April 4th, 2016
DOE Says “Energy Codes WORK!”
State and local code authorities converged March 21-24, in Tucson, Ariz., for the Department of Energy’s (DOE) National Energy Code Conference, covering everything from adoption to enforcement of IECC (2015).
The rallying cry of the week was “Energy Codes WORK!” with some preliminary evidence from the DOE’s field study proving that the current code has the potential to yield big energy savings with more widespread adoption. As you might have seen in my previous blog, “DOE Field Study Yields Some Surprises for Window Industry,” we are in a good position as an industry with most windows already surpassing code requirements.
With data indicating that energy codes actually do work, the DOE’s focus is shifting to a full-fledged campaign to promote adoption of IECC (2015). Hence, a great deal of time was allocated to the many tools available for code authorities, designers, architects, builders and contractors to check compliance and alternative solutions, including newer versions of these DOE software products:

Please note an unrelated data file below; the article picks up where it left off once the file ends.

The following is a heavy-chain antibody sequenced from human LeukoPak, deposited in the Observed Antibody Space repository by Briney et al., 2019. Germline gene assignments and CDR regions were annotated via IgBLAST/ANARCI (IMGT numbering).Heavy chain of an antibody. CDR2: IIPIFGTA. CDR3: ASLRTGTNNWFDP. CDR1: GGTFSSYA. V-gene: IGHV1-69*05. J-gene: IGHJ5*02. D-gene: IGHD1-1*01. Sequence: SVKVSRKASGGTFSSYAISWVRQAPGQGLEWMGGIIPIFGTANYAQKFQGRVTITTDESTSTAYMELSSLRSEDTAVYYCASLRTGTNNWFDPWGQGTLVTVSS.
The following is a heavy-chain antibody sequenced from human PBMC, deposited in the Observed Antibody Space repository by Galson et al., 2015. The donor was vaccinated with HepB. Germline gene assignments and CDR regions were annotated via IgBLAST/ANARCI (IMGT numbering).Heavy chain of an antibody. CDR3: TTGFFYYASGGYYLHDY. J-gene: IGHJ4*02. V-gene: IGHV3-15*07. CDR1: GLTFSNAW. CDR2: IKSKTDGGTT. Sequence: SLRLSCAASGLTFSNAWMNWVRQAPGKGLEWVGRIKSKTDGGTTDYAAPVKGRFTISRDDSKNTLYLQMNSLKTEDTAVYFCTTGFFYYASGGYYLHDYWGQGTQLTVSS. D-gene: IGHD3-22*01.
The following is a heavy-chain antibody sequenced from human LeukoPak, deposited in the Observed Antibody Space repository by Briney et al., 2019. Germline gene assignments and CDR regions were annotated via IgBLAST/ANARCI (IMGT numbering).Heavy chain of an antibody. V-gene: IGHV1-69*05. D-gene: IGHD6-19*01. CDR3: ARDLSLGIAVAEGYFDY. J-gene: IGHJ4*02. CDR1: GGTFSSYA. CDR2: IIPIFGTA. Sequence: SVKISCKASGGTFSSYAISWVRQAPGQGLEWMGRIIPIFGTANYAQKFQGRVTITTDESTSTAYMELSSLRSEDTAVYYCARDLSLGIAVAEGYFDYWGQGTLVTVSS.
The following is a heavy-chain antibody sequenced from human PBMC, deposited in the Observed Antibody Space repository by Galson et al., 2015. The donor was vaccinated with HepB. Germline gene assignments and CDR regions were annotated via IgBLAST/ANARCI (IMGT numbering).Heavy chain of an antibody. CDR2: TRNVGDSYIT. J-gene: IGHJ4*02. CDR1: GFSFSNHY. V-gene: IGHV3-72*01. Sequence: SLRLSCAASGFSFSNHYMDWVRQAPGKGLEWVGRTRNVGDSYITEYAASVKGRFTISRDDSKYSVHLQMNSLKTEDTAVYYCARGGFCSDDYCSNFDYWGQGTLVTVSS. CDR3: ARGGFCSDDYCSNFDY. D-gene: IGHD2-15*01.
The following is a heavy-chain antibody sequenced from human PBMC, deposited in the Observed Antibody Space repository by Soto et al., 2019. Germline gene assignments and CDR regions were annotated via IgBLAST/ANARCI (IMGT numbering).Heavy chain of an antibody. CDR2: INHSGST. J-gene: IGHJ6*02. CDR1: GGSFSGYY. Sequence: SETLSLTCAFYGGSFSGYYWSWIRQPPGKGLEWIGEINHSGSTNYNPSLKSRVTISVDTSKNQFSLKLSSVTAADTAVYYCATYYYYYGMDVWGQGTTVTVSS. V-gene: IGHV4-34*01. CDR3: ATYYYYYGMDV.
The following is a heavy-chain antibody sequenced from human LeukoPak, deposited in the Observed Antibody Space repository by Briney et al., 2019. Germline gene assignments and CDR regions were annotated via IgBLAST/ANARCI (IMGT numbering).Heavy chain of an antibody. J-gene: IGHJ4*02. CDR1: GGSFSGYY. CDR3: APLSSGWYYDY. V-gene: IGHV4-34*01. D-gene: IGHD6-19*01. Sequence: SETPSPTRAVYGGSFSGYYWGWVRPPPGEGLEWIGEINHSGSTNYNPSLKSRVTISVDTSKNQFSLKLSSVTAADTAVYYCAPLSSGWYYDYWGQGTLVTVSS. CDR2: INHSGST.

- REScheck™ makes it “fast and easy,” according to the DOE, to determine whether new homes, additions, and alterations meet the requirements of the IECC or a number of state energy codes.
- COMcheck™ is a product for the commercial market that determines whether new high-rise residential buildings, additions, and alterations meet the requirements of the IECC and ASHRAE Standard 90.1, as well as several state-specific codes.
The View from Here is that the DOE is trying to make it easier for states to adopt newer IECC versions and pressing education and support tools to make adoption and enforcement easier. I have heard it said many times that most would prefer a level playing field to compete, and it’s the DOE’s goal to do just that.
What’s your View? Email me directly at firstname.lastname@example.org.
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